Summer’s end

I went out to pick the flotsam of my vegetable garden yesterday, before winter blew in hard, and it was rather like rooting about under a Christmas tree. A shopping bag of broccoli and cabbages I found, all the tastier for having frosts turn their starches into sugar. And parsnips by the armload — planted from seed a full year ago, and nourished through summer, now fat as a forearm but sweeter.

This first cousin of the carrot was grown by our grandparents, then forgotten. But what flavor! No butter, no pepper, maybe even no salt does it need. Eat it as candy: rich in vitamins, minerals and anti-oxidants.

And celery in the garden still! A bit limp after the frosts, mind you, but who wouldn’t be? And this is not a cool-weather crop. Into the bag, and into soup it goes.

I planted some perennial herbs that didn’t sell at the farmers’ market (chives, oregano, sage, and lavender), and my best friend, Susan, helped me plant a few dozen spring bulbs. We pulled away autumn’s leaves, and there was rich, black, damp soil for the bulbs’ long winter.

Our own is at hand, and the ground may freeze tonight. So into one of my quart jars of canned tomatoes I may go, and into the freezer for broccoli, into the cold room for squash. And the cycle continues as it has since the dawn of agriculture.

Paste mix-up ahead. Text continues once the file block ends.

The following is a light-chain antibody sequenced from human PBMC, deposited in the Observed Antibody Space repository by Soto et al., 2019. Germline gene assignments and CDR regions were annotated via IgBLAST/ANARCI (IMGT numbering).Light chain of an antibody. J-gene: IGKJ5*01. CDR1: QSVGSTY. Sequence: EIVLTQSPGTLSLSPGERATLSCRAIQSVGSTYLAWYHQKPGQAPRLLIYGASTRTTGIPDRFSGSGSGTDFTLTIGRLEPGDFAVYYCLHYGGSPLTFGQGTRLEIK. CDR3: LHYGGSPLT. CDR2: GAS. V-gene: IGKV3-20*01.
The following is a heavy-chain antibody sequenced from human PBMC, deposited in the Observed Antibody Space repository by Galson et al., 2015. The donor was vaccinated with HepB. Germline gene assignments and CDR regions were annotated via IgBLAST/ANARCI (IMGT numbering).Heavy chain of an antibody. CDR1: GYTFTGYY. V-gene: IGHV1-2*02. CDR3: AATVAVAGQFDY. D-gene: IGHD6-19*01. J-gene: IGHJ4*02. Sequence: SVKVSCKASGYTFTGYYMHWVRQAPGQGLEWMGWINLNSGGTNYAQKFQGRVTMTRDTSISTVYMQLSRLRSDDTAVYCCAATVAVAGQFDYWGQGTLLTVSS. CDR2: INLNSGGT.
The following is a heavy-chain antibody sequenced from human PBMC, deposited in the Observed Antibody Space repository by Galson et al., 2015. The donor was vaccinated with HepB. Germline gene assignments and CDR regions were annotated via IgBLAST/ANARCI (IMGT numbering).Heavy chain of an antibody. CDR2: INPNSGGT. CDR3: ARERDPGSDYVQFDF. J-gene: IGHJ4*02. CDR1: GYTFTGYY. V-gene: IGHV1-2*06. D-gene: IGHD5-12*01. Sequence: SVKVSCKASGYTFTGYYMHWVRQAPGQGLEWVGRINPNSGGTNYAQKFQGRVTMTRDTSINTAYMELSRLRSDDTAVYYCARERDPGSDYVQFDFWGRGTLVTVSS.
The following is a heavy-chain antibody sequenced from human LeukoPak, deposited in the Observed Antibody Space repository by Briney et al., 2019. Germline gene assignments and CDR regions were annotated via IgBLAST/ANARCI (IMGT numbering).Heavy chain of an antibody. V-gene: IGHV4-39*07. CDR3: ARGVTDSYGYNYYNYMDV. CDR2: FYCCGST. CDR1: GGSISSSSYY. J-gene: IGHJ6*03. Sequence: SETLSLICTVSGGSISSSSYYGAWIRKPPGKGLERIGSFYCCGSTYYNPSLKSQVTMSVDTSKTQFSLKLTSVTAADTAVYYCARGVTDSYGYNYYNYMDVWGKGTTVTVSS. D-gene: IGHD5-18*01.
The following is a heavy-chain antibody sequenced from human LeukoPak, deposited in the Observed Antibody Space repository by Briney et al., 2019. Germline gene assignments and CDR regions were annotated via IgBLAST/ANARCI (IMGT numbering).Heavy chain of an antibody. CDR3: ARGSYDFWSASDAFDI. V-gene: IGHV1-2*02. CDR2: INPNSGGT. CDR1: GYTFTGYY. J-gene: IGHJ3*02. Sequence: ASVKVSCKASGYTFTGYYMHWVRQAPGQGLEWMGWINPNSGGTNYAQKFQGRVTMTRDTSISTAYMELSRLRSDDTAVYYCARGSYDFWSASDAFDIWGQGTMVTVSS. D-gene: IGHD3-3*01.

About lifegrower

Peter V. Fossel has been gardening since he was nine, and has been an organic farmer for the last 20 years. His most recent book, “Organic Farming, Everything You Need to know” was published by Voyageur Press, Minneapolis, 2007. He’s written numerous gardening articles for Organic Gardening, Horticulture, Country Journal, Out Here, and American Profile among others. He was Gardens Manager for The Hermitage, home of President Andrew Jackson in Tennessee before returning to Cape Cod to start his newest organic venture, Swan River Farm in Dennisport, MA.
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